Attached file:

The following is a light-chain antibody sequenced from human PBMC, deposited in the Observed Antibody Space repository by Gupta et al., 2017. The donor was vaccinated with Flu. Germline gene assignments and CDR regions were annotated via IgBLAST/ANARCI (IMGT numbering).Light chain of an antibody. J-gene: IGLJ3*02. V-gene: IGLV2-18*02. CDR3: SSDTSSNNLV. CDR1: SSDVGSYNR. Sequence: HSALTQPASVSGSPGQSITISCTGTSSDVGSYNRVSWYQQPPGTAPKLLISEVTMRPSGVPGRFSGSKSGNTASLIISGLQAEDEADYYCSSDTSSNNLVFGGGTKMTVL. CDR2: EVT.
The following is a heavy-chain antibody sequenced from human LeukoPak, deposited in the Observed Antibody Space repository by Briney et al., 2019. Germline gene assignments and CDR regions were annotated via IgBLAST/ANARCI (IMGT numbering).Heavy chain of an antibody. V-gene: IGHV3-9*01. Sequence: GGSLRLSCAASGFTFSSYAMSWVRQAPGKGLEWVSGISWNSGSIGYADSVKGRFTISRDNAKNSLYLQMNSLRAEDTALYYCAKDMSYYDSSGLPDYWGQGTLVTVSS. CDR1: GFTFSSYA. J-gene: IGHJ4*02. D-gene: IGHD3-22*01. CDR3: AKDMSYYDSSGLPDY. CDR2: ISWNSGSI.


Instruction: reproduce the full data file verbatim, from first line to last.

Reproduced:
The following is a light-chain antibody sequenced from human PBMC, deposited in the Observed Antibody Space repository by Gupta et al., 2017. The donor was vaccinated with Flu. Germline gene assignments and CDR regions were annotated via IgBLAST/ANARCI (IMGT numbering).Light chain of an antibody. J-gene: IGLJ3*02. V-gene: IGLV2-18*02. CDR3: SSDTSSNNLV. CDR1: SSDVGSYNR. Sequence: HSALTQPASVSGSPGQSITISCTGTSSDVGSYNRVSWYQQPPGTAPKLLISEVTMRPSGVPGRFSGSKSGNTASLIISGLQAEDEADYYCSSDTSSNNLVFGGGTKMTVL. CDR2: EVT.
The following is a heavy-chain antibody sequenced from human LeukoPak, deposited in the Observed Antibody Space repository by Briney et al., 2019. Germline gene assignments and CDR regions were annotated via IgBLAST/ANARCI (IMGT numbering).Heavy chain of an antibody. V-gene: IGHV3-9*01. Sequence: GGSLRLSCAASGFTFSSYAMSWVRQAPGKGLEWVSGISWNSGSIGYADSVKGRFTISRDNAKNSLYLQMNSLRAEDTALYYCAKDMSYYDSSGLPDYWGQGTLVTVSS. CDR1: GFTFSSYA. J-gene: IGHJ4*02. D-gene: IGHD3-22*01. CDR3: AKDMSYYDSSGLPDY. CDR2: ISWNSGSI.